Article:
|8th April 2001
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By Kumudini Hettiarachchi and Renuka SadanandanApril 5, 1971: Attack on Wellawaya Police Station at dawn, 5.20 a.m.
But what was planned at that secret meeting of the JVP high command at the Vidyodaya University Sangaramaya on April 2 was not a dawn strike. Something had gone wrong. The Wellawaya cadres, had literally, jumped the gun. All police stations were to be attacked on the eve of April 5 and by that one mistimed move, the JVP's plans to overthrow the government came undone.
Two policemen were killed in Wellawaya and the government moved swiftly to clamp a curfew.
A few hours later in far-away Kegalle, the radio room at the district Police headquarters was abuzz. As soon as Government Agent K.H.J. Wijedasa and Superintendent of Police Ana Seneviratne heard of the Wellawaya attack, they put into action their secret contingency plans. All petrol stations in the Kegalle district were sealed to conserve fuel and police guards deployed at water supply stations, electrical sub-stations and the telecom exchange.
But the JVPers were one step ahead. They felled trees across the power lines, plunging whole areas into darkness. Cycle chains were thrown over high tension wires to cause short-circuits. Phone lines were cut and roads blocked with uprooted trees and lamp posts.
After the mistimed Wellawaya attack, Police stations around the country were placed on alert but in many instances they were ill-equipped to face the sudden onslaught. Justice A.C. Alles in his book, 'The JVP 1969-1989' details the mass-scale attacks. Overall, 92 police stations across the country were attacked and five, Deniyaya, Uragaha, Rajangane, Kataragama and Warakapola overrun by the insurgents and 43 abandoned by the police for "strategic reasons". Fifty-seven police stations were damaged.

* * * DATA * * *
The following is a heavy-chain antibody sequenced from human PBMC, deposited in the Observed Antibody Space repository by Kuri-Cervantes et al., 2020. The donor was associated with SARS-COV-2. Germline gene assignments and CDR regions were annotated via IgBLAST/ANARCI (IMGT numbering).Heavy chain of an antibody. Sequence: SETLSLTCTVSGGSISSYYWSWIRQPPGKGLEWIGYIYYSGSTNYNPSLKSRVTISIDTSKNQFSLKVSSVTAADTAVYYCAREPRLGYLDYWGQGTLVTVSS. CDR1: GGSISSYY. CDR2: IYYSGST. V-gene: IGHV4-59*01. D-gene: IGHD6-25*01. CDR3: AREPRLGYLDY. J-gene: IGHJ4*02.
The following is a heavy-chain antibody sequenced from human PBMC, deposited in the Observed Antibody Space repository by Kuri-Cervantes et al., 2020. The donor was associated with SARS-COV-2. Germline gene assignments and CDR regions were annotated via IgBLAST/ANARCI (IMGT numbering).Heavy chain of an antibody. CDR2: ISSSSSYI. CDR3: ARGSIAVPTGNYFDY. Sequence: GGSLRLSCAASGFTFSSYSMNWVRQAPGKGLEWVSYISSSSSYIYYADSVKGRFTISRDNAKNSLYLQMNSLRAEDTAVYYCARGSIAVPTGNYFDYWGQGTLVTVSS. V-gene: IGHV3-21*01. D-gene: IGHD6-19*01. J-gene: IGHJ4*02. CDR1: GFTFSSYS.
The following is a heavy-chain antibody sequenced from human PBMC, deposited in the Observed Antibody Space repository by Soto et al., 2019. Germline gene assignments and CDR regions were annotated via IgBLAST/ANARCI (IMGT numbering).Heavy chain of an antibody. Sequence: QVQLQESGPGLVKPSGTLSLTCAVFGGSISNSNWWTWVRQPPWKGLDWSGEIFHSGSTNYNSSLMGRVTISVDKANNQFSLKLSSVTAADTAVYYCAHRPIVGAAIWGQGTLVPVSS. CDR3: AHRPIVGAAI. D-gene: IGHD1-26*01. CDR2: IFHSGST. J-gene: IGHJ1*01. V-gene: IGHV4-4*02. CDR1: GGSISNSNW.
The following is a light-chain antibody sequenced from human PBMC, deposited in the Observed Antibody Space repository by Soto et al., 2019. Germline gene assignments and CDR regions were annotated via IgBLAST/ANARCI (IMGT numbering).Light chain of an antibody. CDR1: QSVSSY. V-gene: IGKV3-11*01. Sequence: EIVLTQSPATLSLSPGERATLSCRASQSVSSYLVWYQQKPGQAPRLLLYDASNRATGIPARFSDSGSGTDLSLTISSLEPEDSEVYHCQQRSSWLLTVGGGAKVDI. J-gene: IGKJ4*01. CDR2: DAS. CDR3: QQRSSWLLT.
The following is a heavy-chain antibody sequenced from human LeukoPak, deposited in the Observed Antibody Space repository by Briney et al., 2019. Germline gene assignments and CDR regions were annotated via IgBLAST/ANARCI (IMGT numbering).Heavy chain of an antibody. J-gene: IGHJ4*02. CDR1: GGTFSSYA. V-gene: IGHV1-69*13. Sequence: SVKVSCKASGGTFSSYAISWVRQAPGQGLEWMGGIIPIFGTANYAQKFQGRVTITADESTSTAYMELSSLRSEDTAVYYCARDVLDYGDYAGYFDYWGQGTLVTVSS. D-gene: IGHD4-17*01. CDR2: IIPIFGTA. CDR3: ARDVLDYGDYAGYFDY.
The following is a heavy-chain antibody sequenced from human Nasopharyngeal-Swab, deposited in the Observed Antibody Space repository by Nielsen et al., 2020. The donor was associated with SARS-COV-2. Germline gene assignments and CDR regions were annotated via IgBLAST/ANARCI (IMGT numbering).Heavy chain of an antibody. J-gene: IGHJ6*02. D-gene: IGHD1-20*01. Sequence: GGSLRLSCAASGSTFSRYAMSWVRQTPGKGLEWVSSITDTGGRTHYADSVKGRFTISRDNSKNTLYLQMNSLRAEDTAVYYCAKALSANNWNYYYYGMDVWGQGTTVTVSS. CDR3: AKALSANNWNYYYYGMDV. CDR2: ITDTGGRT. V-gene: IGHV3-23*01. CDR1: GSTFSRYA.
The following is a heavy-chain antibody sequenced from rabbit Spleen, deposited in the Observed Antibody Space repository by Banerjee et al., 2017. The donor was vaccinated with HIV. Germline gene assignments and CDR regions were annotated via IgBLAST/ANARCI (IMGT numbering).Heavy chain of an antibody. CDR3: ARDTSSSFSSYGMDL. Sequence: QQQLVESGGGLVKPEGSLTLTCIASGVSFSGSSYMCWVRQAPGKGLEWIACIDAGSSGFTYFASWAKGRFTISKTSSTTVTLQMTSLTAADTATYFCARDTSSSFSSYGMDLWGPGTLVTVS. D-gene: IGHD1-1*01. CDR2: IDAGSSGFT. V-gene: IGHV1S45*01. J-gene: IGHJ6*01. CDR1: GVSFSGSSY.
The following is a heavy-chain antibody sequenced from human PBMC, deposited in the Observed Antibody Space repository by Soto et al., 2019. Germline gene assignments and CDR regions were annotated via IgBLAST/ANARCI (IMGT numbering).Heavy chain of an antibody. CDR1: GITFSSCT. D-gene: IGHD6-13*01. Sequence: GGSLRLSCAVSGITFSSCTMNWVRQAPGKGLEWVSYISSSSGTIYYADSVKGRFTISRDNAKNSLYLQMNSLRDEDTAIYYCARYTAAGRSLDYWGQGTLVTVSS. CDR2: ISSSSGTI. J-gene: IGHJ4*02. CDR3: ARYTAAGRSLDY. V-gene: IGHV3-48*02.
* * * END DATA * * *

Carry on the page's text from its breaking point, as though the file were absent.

Meanwhile in Kegalle, the situation was worsening. The GA's residency was adjoining a large forest reserve which the insurgents used as a hideout, and every evening, GA Wijedasa, his wife and their domestic help would take their dinner packets and stealthily walk across to the HQ, which by now was like a fortress. They would spend the night on the benches there.
"By midnight on April 5, there was a total blackout in the district. There was no transport, no communication, no vehicles on the roads, and no water. Kegalle was deserted," says Mr. Wijedasa.
Within the district, all 14 police stations had fallen. "There was minimal resistance by the Police. The cops just vanished." At the main police station, the police radio was their only link with the outside world.
Tholangamuwa Central College, located some five miles from Warakapola on the Kegalle road was the JVP headquarters. A bulldozer was parked across the entrance to the school so that no one could storm them.
For the officials at Kegalle, it had been like sitting on a powder keg. From January 1971, the signs had been evident. Information flowed in from two sources: Police intelligence and also the spy network floated by SP Seneviratne with the special vote of Rs. 50,000 he had. Reports were received of "various" things happening in the countryside.